We’ve come a long way since Snowfall, baby.
The New York Times’ massive multimedia project went live in December, 2012 and set the tone for an amazing 12 months of online journalism.
Yes, I know, we’re about a week into 2014, but it’s worth looking at some of the great multimedia journalism from 2013.
Looking at some of these amazing examples of online journalism, it’s exciting to think about the continued evolution of online storytelling.
The Globe and Mail put out its own list of its best multimedia stories, including Crossing the Line: Chronicling Mexico’s drug war; The last moments of Lac Megantic; The untold story of how Canada survived the financial crisis; The data behind R.A. Dickey; Student Aid: How one school board is defeating bullying, one friendship at a time.
The National Film Board also had some amazing interactives, the most impressive of which was its collaboration with The New York Times on Highrise, ‘An Emmy-winning, multi-year, many-media, collaborative documentary experiment at the National Film Board of Canada, that explores vertical living around the world… If you’re not already sold, how about this pitch? ‘Dig in to 2,500 years of vertical living through an interactive storybook, with rarely seen New York Times photos, as well as animation and games.’
The Toronto Star’s multimedia project One more jump tells the story of Lonnie Bissonette, who broke his body a decade ago jumping off a bridge. ‘Today he continues in the sport from his wheelchair, all in the pursuit of an experience most of us will never understand.’
The New York Times also touted its best work. Among its featured multimedia items were A Game of Shark and Minnow, Riding the new Silk Road, The invisible child, The Jockey. The Times also had fantastic data visualization, including Constellations of directors and their stars; Where poor and uninsured Americans live; Housing’s rise and fall in 20 cities; and many, many, many more. Give yourself an afternoon to dive deep into this excellent selection of online journalism.
It’s impossible to list all of the amazing journalism that The Guardian is cranking out. By Jan. 7, the news organization already had seven interactives under its belt for 2014. This is merely a handful of its fantastic 2013 projects: 2013: The Year in music; Download deathmatch: compare internet speed worldwide; How prostitution is dealt with across Europe; A century of change in the Antarctic; Canada’s dwindling polar bear population; Miley Cyrus: Who’s for her and who’s against her? and one of my favourites, Doctor Who: every Doctor and every companion.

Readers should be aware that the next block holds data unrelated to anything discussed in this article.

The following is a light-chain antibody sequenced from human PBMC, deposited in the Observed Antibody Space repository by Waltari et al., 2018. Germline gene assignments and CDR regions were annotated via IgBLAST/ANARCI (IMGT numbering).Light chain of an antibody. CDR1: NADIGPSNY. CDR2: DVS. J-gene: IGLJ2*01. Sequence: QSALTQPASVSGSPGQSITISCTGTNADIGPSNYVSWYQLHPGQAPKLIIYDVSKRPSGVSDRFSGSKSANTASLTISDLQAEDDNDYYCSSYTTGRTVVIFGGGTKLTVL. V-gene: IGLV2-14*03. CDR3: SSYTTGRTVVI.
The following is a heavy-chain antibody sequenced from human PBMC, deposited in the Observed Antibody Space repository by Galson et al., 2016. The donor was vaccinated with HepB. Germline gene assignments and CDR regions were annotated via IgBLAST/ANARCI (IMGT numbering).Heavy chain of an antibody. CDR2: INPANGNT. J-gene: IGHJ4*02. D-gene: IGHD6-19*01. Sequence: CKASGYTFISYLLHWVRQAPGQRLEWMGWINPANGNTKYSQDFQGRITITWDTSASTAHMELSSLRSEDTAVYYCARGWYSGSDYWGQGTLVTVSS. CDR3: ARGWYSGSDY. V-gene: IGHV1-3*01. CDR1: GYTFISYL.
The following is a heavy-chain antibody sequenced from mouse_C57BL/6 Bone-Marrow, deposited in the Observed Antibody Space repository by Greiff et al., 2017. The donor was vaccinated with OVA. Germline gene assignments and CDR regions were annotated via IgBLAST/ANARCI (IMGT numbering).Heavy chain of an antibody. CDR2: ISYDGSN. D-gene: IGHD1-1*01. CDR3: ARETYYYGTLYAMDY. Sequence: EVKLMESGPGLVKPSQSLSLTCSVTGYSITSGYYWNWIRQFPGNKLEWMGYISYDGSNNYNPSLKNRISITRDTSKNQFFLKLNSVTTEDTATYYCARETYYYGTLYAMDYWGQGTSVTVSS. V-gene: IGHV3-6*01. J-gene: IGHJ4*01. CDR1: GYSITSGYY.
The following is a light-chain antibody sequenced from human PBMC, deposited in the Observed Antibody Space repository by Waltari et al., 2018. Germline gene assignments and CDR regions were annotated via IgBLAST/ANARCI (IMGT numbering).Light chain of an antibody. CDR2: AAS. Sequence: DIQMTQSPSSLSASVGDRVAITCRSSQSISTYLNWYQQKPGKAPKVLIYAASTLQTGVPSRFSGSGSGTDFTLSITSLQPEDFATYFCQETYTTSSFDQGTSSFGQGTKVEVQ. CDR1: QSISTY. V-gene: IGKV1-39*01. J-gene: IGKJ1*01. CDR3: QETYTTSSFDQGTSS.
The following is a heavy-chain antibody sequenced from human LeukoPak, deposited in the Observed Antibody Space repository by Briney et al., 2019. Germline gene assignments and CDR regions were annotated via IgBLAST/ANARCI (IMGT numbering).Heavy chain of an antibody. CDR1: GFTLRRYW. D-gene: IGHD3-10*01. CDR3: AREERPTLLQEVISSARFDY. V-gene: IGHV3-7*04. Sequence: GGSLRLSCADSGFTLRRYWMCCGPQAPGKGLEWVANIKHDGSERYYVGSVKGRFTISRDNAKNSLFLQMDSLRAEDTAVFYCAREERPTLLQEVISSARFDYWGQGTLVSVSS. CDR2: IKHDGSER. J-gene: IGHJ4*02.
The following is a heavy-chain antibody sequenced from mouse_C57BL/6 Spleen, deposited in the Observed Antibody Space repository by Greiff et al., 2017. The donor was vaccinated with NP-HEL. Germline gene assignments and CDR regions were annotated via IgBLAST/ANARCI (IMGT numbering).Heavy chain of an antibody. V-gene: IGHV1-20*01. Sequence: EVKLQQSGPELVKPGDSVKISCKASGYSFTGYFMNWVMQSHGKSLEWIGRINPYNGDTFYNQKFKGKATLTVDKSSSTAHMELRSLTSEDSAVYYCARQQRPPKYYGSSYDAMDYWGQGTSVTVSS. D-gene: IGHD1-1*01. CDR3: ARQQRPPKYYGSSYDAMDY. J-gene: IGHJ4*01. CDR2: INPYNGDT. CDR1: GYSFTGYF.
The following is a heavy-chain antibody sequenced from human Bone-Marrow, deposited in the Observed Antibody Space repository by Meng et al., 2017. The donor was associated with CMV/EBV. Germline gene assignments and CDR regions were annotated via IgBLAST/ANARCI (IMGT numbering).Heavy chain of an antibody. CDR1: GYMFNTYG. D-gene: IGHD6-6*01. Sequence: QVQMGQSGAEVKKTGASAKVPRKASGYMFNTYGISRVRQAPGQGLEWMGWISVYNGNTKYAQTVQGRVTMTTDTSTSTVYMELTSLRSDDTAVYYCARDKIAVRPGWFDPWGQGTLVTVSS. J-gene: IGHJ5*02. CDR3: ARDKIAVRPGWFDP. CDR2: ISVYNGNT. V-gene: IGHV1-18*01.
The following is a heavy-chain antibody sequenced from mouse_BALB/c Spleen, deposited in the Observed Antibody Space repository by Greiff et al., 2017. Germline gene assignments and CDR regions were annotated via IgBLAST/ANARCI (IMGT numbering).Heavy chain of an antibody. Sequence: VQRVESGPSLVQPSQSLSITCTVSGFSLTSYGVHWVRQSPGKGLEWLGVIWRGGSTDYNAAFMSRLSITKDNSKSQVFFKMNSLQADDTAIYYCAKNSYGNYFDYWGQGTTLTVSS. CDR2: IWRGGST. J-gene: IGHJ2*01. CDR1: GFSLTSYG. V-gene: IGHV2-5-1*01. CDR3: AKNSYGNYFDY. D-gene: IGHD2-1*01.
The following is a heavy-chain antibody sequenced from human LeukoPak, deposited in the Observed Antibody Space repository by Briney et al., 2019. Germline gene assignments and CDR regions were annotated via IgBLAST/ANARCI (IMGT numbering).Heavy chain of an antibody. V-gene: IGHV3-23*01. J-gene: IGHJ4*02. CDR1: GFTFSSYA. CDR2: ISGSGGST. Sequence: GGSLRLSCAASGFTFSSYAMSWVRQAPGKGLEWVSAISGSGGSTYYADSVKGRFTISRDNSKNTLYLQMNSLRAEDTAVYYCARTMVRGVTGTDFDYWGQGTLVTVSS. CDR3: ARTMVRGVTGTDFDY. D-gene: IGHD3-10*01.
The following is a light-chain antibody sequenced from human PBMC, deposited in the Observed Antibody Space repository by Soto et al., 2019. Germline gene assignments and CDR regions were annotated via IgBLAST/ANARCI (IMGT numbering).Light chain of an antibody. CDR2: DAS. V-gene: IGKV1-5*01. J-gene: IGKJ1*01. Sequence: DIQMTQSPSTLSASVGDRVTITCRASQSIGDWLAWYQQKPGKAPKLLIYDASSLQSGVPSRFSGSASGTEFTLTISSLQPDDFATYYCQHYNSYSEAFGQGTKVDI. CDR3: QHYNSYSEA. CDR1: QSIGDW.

The Economist told Nelson Mandela’s life story and highlighted its archival coverage with its interactive feature Mandela’s Walk. The project is a reminder that a timeline doesn’t have to be a predictable linear scroll.
Time’s Lightbox compiled its favourite acts of photojournalism in 2013, and introduced it with this preamble: ‘From the tunnels deep underneath Moscow to the storm-ravaged aftermath of Typhoon Haiyan, the halls of the White House and the chaos in the Central African Republic, TIME photographers captured some of the year’s most compelling images.’
If you’re still unsure if journalism is heading in an amazing direction, you can check out The National Press Photographer’s Association site for its selection of 2013 multimedia winners.
But 2013 also saw innovative journalists and newsroom developers taking interactive, multimedia storytelling in new directions too. And while I don’t cover them in-depth below, there were
I can’t wait to see how we’re telling stories online in 2014.
This is list is by no means exhaustive. What’s your favourite multimedia feature/data visualization from 2013?